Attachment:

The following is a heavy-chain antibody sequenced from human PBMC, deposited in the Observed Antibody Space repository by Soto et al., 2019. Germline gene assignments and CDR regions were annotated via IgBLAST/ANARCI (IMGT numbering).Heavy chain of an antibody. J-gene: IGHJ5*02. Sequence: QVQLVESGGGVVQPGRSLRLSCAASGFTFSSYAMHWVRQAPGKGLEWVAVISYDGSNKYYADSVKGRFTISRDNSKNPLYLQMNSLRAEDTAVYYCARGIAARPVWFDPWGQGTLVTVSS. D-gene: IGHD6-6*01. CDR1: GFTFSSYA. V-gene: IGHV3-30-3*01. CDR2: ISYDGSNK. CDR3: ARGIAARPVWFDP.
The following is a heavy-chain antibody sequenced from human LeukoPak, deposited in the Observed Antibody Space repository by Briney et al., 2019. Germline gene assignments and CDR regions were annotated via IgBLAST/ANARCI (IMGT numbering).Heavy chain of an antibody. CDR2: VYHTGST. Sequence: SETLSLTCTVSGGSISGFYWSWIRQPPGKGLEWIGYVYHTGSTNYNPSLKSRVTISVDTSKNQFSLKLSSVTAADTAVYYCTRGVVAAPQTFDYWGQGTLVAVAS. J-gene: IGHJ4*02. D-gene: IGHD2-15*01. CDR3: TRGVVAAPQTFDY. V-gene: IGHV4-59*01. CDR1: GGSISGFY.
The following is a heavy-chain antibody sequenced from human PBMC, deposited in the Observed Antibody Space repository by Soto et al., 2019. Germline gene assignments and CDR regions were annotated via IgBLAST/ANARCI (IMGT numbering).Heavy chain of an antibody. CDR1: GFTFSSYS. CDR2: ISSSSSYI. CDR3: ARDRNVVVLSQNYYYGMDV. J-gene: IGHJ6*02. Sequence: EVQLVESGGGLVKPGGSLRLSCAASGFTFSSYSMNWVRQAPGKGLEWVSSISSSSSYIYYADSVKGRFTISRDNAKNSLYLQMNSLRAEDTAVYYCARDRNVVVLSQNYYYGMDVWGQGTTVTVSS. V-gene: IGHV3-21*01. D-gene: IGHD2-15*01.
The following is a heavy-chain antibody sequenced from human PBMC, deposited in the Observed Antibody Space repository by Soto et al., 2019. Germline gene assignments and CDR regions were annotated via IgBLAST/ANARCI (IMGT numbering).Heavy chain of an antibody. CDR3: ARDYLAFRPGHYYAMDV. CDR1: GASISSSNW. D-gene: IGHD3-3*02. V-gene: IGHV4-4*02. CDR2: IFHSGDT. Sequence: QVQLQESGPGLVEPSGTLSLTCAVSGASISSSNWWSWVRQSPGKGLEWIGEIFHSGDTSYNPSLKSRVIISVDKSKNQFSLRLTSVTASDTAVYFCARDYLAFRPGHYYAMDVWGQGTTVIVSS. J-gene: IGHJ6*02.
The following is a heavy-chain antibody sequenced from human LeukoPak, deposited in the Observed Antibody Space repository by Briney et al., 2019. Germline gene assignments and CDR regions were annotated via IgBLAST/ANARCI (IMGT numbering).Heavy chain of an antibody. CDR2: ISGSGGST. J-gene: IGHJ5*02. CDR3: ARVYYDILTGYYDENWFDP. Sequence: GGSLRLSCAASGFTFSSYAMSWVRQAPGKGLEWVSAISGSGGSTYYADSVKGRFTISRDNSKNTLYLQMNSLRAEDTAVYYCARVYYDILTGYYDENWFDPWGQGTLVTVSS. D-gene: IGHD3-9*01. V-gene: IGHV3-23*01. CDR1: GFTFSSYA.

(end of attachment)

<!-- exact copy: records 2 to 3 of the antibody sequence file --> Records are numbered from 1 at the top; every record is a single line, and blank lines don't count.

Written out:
The following is a heavy-chain antibody sequenced from human LeukoPak, deposited in the Observed Antibody Space repository by Briney et al., 2019. Germline gene assignments and CDR regions were annotated via IgBLAST/ANARCI (IMGT numbering).Heavy chain of an antibody. CDR2: VYHTGST. Sequence: SETLSLTCTVSGGSISGFYWSWIRQPPGKGLEWIGYVYHTGSTNYNPSLKSRVTISVDTSKNQFSLKLSSVTAADTAVYYCTRGVVAAPQTFDYWGQGTLVAVAS. J-gene: IGHJ4*02. D-gene: IGHD2-15*01. CDR3: TRGVVAAPQTFDY. V-gene: IGHV4-59*01. CDR1: GGSISGFY.
The following is a heavy-chain antibody sequenced from human PBMC, deposited in the Observed Antibody Space repository by Soto et al., 2019. Germline gene assignments and CDR regions were annotated via IgBLAST/ANARCI (IMGT numbering).Heavy chain of an antibody. CDR1: GFTFSSYS. CDR2: ISSSSSYI. CDR3: ARDRNVVVLSQNYYYGMDV. J-gene: IGHJ6*02. Sequence: EVQLVESGGGLVKPGGSLRLSCAASGFTFSSYSMNWVRQAPGKGLEWVSSISSSSSYIYYADSVKGRFTISRDNAKNSLYLQMNSLRAEDTAVYYCARDRNVVVLSQNYYYGMDVWGQGTTVTVSS. V-gene: IGHV3-21*01. D-gene: IGHD2-15*01.